When Cameron Bernhardt transferred from New York University to the University of Maryland a year and a half ago, he struggled to find a place to live.
Affordable housing close to the campus seemed almost nonexistent, and the junior computer science major’s transfer status made it hard to find on-campus housing, since priority is given to first-time freshmen and those who already live in dorms and want to return.
“[My roommate and I] found it really difficult to find a place that was open,” he said.
Despite finding a townhouse across from the University Club to live in this school year, Bernhardt remains frustrated by the lack of affordable housing in the area. And in the city, more expensive options keep on coming.
Wood Partners, an Atlanta-based property management company, is set to open its new building, Alloy by Alta, on Berwyn House Road this spring. It will replace Fuse 47, the complex that caught fire during construction in 2017. Wood Partners declined to comment for this story.
The complex will include 275 units with one- to three-bedroom floor plans, in addition to a 2,600-square-foot fitness center, “resort-style pool,” pet spa and bocce court.
But prices for rental spaces at Alloy by Alta — which start at $1,685 for one bedroom, $2,665 for two bedrooms and $3,550 for three bedrooms — are well above those offered at nearby buildings. Parkside at College Park has one- and two-bedroom condominiums for $950 and $1,900 a month, respectively. University Club, which is next to Alloy by Alta on Berwyn House Road, offers studio apartments for $1,239 and one-bedroom apartments for $1,349.
“[Alloy] seems pretty expensive, just based on the ranges for where I’ve been looking before,” Bernhardt said.
Some rooms in upscale student apartments on Route 1 — many of which rent by the bedroom, rather than the unit — are similar in price to Alloy by Alta. At The Varsity, one-bedroom apartments start at $1,674 a month, while the University View’s studio apartments fetch $1,659. But other units in those complexes are hundreds of dollars cheaper overall than Alloy by Alta.
Alloy by Alta is just one of multiple new development projects in the College Park midtown area. In 2017, Vigilante Coffee opened next to the View, and in 2018, the Cambria Hotel and Suites opened, equipped with an Orangetheory fitness studio. This spring, a German discount grocery chain, Lidl, is expected to complete construction on Route 1.
Eric Olson, executive director for the College Park City-University Partnership, said Alloy’s opening will help bring even more businesses to the area. He added that the new building would also make the city a more “walkable” community.
“It creates more people living in walking distance to campus,” said Olson. “It’s right along the bike trail, it’s not too far from the metro station, and it will bring more people who will spend their money at the local restaurants.”
And Ryan Chelton, the city’s economic development coordinator, said establishing a population that resides in College Park year-round will benefit the financial health of the city in the long-run.
“Right now, the businesses around the university really struggle while their customers go away over summer or winter breaks,” Chelton said.
Abby Ridgeway, a junior psychology major, lives in a house in Old Town. She said the rising housing prices in the area are worrisome.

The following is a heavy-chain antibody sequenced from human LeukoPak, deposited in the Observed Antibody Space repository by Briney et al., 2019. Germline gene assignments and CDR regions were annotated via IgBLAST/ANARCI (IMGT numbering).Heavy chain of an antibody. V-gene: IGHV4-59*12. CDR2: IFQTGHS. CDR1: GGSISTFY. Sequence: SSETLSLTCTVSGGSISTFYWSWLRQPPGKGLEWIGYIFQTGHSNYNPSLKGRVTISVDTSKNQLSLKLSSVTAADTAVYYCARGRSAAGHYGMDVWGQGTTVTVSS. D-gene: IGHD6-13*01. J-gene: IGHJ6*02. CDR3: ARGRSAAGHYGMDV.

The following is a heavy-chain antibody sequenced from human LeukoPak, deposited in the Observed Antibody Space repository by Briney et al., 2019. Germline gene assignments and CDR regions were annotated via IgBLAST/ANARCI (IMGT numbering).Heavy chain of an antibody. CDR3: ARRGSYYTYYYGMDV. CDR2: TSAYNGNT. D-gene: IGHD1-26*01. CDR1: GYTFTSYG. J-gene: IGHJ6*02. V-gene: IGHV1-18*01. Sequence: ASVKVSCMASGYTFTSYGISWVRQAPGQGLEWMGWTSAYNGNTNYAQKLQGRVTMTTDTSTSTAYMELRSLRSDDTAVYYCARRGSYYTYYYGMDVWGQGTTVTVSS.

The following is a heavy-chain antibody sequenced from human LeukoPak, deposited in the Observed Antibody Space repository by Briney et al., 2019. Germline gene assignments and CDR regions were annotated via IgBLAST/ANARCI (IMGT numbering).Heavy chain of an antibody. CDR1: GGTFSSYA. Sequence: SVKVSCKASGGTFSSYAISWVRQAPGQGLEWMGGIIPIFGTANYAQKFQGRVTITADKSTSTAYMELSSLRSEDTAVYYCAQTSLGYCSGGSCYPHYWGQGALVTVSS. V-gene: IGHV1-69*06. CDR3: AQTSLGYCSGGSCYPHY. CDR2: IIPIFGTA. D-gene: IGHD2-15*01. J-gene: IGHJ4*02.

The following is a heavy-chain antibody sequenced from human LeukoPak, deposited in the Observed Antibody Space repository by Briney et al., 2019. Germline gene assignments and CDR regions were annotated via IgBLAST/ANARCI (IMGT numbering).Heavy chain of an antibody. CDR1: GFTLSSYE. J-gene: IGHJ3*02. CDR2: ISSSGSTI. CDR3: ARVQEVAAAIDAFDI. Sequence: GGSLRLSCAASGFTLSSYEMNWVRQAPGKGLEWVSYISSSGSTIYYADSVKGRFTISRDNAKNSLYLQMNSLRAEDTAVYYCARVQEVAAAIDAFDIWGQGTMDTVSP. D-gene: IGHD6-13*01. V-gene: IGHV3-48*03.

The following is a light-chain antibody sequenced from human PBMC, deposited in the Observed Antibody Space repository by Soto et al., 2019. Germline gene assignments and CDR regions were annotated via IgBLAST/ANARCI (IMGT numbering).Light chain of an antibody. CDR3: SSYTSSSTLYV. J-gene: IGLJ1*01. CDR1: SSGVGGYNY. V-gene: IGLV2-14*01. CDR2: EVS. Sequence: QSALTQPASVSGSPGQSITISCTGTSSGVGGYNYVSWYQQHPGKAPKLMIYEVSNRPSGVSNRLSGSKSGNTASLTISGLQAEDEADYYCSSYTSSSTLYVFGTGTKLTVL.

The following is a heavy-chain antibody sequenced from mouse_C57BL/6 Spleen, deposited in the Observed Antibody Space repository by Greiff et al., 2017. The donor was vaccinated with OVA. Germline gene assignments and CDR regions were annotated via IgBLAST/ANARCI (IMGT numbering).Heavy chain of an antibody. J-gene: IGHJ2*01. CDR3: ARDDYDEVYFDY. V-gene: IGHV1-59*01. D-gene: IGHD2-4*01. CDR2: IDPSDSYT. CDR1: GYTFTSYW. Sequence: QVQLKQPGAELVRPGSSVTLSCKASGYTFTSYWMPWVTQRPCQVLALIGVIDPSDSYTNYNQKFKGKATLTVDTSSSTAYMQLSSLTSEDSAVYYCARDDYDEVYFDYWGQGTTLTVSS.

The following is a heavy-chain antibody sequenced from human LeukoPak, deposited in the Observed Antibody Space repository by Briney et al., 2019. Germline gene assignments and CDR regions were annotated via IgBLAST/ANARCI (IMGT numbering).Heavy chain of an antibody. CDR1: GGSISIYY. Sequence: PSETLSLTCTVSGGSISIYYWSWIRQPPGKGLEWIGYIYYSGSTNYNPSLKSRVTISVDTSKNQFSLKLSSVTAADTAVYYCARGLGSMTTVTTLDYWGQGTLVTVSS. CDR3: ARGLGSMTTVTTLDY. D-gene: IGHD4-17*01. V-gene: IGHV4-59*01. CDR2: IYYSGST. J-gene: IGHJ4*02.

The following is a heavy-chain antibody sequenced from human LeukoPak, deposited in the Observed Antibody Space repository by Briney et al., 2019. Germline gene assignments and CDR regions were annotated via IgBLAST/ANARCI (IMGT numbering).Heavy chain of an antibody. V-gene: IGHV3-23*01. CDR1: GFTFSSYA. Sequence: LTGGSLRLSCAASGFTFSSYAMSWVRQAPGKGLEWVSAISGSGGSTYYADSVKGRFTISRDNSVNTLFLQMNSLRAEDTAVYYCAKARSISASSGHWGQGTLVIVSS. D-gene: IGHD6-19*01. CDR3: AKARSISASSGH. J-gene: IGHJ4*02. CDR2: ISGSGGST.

“[Landlords] know that [students are] an easy market to take advantage of,” Ridgeway said. “People need somewhere to live, and they’re not just going to be homeless or sleep in their car.”
Ridgeway said the university is also responsible for burdening students with high rents.
For the 2018-19 academic year, students who live in a four-bedroom, two-bathroom apartment in South Campus Commons are paying $900 per month. Prices for all South Campus Commons apartments will increase about 4 percent next year, according to its website.
In 2018, the university dealt with mold in multiple dorms across campus. But Ridgeway said the problems aren’t limited to campus housing, and that the city and the university should be held accountable and regulate rent prices.
“I think that everyone needs to do a better job providing safe housing, and affordable housing, and stop taking advantage of literally everybody,” Ridgeway said.
Burkely Hermann, a 25-year-old College Park resident, said housing in the area shouldn’t exceed $1,500 a month.
“Places like Alloy should stop treating students as literal cash cows,” Hermann said. “They are clearly not full of money, but are heavily in debt.”
In recent years, inflation and the rising cost of higher education has increased student loans nationwide for millennials. A Federal Reserve study found that student loan debt among 24- to 32-year-olds doubled from $5,000 in 2005 to $10,000 in 2014.
Like Hermann, Nicholas Hawkins, a senior atmospheric and oceanic science major, said rent costs for Alloy and other luxury apartment buildings are too high.
“College students don’t need luxury apartments and penthouses,” Hawkins said. “But it also makes me mad, because I know people are going to buy it still, because the demand for housing here is so high.”
Hawkins — who currently pays $700 a month for a house behind Fraternity Row — said students should stop buying expensive apartments. If people stop purchasing these apartments, demand will drop and some buildings will go out of business, he added.
“That would teach somebody a lesson,” Hawkins said.
Although Bernhardt still has concerns about rising housing costs in the city, Alloy’s opening has him hopeful for the future.
“Having more options will eventually drive the price down,” he said.
CORRECTION: A previous version of this story incorrectly referred to prices for individual rooms in the University View and The Varsity as being for apartment units as a whole. The article has been updated.